A Return to Debtors’ Prisons

Image result for debtors prison in america

A return to debtors’ prisons: Jeff Sessions’ war on the poor

One day after President Donald Trump invited Republican lawmakers to the White House to celebrate the historic tax cuts they passed for corporations and wealthy business leaders, his attorney general, Jeff Sessions, quietly reinstated a draconian policy that effectively serves as a regressive tax on America’s poorest people.  The Supreme Court has affirmed the unconstitutionality of jailing those too poor to pay debts on three different occasions in the last century, finding that the 14th Amendment prohibits incarceration for non-payment of exorbitant court-imposed fines or fees without an assessment of a person’s ability to pay and alternatives for those who cannot. “Punishing a person for his poverty” is illegal, the Court said. Yet in recent years the modern-day equivalent of debtors’ prisons have returned, as cities have grown to rely on a punishing regime of fines and fees imposed on their own residents as a major stream of revenue.  Read more here and here and here.

With Integrated Schools Out Of Reach, Segregated Options Gain Favor

Imperfect Choices: With Integrated Schools Out Of Reach, Segregated Options Gain Favor

Connecticut’s network of regional magnet schools, long hailed as a national model for voluntary integration, still serve only a fraction of Hartford students a generation after their racial isolation was deemed unconstitutional. And those magnets, slipping in their effort to meet racial quotas after the 1996 Sheff v. O’Neill ruling, are now quietly tilting admission preferences to favor white suburbanites, even as thousands of black and Latino students are left out.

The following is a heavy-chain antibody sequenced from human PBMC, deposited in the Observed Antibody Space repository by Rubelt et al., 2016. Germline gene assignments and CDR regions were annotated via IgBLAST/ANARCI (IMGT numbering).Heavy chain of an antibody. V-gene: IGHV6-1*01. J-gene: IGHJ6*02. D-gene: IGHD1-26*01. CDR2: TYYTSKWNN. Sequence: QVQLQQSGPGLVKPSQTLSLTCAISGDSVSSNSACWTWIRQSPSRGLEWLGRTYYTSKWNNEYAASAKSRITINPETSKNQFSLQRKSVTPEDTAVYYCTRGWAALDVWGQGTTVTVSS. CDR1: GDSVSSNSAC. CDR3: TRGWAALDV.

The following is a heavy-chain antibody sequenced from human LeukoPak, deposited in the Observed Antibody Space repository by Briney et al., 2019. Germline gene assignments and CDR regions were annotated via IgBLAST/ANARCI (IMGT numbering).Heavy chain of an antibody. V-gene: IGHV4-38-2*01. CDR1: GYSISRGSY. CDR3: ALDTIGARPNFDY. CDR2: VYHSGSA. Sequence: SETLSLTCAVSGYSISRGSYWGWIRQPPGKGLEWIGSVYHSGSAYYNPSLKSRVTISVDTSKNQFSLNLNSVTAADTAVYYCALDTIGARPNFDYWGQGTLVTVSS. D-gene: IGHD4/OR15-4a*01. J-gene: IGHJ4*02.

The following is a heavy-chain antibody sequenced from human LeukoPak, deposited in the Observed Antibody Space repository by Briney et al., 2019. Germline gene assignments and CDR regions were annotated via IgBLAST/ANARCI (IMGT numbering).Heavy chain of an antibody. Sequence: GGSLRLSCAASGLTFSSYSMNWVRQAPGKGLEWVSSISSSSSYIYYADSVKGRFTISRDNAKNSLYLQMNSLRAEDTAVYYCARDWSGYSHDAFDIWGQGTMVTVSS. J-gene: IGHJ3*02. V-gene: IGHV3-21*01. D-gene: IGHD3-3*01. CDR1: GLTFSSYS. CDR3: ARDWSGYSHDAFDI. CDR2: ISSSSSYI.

That leaves two public-school options for families desperate for a way out: Open Choice, a $35 million-a-year Sheff program that buses Hartford students to predominantly white suburban schools, and taxpayer-funded charters that are the most segregated schools in the state.

Neither option meets the ideals of integrated education, where robust numbers of blacks, whites and Latinos learn side-by-side. But in a world of imperfect solutions, Hartford families are flocking to choices where integration is absent — or actively spurned.  Read more here.

 

WHEN POVERTY PERMEATES THE CLASSROOM

TROUBLED SCHOOLS ON TRIAL: FIRST OF SEVEN STORIES

WHEN POVERTY PERMEATES THE CLASSROOM

Struggling to cope with past sexual abuse and a mother who works long hours at a low-wage job, Alex regularly breaks down while at school.

The screaming, crawling and crying of this 5-year-old at North Windham Elementary School – and the arrival of an ambulance when he sometimes begins to hurt himself – are disruptions that make it hard to keep other students focused.

“It’s a continued struggle to survive emotionally,” said Catina Cabán-Owen, the only social worker at her school of 466 students. “This child does not have the support, because the mother cannot provide it.”

Alex, whose name has been changed to protect his privacy, is watched by a neighbor while his mother works. His father is not around.

A student walks by one of the many boarded up houses in an impoverished neighborhood in Hartford on the way to school.

While Alex’s struggle is extreme, his basic story – a student living in poverty who needs help coping with trauma – is common. He is among many students for whom poverty creates or exacerbates obstacles to learning. Read more here.